Stress management is one of the biggest obstacles that growers face along the road to improving soybean yield. Stress can appear in the form of weeds, insects, diseases, nematodes, and a whole host of environmental factors. While a soybean crop seems to tolerate short periods of stress better than other crops, any extended stress as plants reach reproductive stages impacts the ability of plants to recover and salvage yields.

Weed Control. Soybean plants are relatively resilient in terms of weed competition, but yield loss due to inadequate weed control still occurs. For optimum weed control, manage weeds early and completely using Roundup Ready PLUS® Crop Management Solutions. Begin with a pre-emergence program, followed by a post-emergence program that controls herbicide-resistant weeds. Be sure to consider proper timing and application rates and use herbicides with residual activity and multiple modes of action when possible. For best results, eliminate weeds prior to planting and control new weeds when they are small. Scout and monitor fields throughout the season to ensure weed control. Consider rotation to other crops in future seasons to allow for the use of different weed management and cultural practices. For more information about weed management solutions, visit www.roundupreadyPLUS.com.

Pest and Disease Control. Insects, diseases, and nematodes can all have a negative impact on soybean yields. Because these can vary greatly across different geographies and field environments, the best place to start is to understand the risk factors for your particular farm and record what pests and diseases are becoming problematic throughout the growing season in your area. For example, soybean cyst nematode (SCN) is a pest that cannot be eliminated from a field once established. By identifying the presence of SCN in a field and understanding management practices to help control nematode populations, you can help protect yield potential in fields infested with SCN.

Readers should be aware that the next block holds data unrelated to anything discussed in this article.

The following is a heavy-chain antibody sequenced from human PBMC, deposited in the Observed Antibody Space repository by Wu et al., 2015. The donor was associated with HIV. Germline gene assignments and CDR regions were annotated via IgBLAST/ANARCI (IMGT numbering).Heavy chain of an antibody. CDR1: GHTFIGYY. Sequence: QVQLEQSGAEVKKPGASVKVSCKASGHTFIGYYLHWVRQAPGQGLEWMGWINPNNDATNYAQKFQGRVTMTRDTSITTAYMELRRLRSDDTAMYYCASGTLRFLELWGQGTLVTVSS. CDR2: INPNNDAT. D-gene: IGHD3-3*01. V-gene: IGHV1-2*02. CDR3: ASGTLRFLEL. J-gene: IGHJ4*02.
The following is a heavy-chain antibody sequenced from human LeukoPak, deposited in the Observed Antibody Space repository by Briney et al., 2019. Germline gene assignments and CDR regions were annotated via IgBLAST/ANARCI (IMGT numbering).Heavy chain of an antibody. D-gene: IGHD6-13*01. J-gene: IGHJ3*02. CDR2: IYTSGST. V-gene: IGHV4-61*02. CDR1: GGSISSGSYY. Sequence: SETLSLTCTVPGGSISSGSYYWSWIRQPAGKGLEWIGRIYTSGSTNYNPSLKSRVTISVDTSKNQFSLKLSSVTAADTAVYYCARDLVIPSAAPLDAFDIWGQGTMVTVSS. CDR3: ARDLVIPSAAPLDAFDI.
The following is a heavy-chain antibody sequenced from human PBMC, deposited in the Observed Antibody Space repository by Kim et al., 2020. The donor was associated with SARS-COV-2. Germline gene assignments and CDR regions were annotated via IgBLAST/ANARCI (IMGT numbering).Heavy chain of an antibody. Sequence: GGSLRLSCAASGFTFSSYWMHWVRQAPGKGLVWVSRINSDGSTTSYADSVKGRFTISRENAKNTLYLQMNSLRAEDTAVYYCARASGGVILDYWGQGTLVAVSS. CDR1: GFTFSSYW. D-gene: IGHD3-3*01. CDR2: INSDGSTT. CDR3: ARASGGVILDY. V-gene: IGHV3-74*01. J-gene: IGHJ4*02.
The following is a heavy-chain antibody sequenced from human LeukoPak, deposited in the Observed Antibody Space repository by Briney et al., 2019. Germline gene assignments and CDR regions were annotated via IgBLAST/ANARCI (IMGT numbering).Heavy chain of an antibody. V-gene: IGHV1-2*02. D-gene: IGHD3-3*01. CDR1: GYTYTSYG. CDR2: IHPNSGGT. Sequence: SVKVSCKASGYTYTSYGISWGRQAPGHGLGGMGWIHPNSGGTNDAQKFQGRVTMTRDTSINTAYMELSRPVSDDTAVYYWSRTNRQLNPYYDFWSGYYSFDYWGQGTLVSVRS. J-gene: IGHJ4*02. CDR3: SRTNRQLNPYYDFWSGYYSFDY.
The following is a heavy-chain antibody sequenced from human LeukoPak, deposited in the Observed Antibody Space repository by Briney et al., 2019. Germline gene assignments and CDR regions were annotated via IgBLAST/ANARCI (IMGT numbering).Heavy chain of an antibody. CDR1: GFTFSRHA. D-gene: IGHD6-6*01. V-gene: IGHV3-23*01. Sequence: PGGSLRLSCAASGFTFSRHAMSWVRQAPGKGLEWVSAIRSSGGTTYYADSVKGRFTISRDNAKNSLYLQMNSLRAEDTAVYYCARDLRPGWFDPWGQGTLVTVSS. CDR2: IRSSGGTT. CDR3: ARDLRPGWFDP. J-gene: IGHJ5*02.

Scouting. Monitor fields for pests and diseases throughout the season and consult your Channel Seedsman about treatment thresholds and product resistance. Scouting can be done by walking a random path through the field and stopping at various locations throughout to look for weeds, insects, damaged leaves, and plant disease or nutrient deficiency symptoms. Record your findings for reference later in the season as well as during successive seasons. Scouting for insect infestation and damage should continue through the R7 (beginning maturity) stage as yield-robbing insects such as bean leaf beetles and two-spotted spider mites may still warrant control through seed fill.

Where treatable problems are identified, consult your Channel Seedsman for tips using the appropriate herbicides, fungicides, or insecticides. Consider the use of seed treatments to help protect seeds and seedlings from fungal pathogens, nematodes, and insect pests.

(Source – https://www.channel.com/agronomics/Pages/Getting-the-Most-out-of-Soybean-Yield-Potential.aspx)

Leave a Reply

Your email address will not be published. Required fields are marked *